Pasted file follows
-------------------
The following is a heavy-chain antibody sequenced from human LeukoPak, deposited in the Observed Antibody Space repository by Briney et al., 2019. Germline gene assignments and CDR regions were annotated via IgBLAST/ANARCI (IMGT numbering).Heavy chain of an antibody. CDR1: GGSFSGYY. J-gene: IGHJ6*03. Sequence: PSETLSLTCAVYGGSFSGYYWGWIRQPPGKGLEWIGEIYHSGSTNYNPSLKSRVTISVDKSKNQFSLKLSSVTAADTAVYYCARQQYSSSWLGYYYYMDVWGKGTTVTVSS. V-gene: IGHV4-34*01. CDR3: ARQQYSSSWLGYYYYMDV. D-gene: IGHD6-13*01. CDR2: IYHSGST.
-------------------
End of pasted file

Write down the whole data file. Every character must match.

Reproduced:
The following is a heavy-chain antibody sequenced from human LeukoPak, deposited in the Observed Antibody Space repository by Briney et al., 2019. Germline gene assignments and CDR regions were annotated via IgBLAST/ANARCI (IMGT numbering).Heavy chain of an antibody. CDR1: GGSFSGYY. J-gene: IGHJ6*03. Sequence: PSETLSLTCAVYGGSFSGYYWGWIRQPPGKGLEWIGEIYHSGSTNYNPSLKSRVTISVDKSKNQFSLKLSSVTAADTAVYYCARQQYSSSWLGYYYYMDVWGKGTTVTVSS. V-gene: IGHV4-34*01. CDR3: ARQQYSSSWLGYYYYMDV. D-gene: IGHD6-13*01. CDR2: IYHSGST.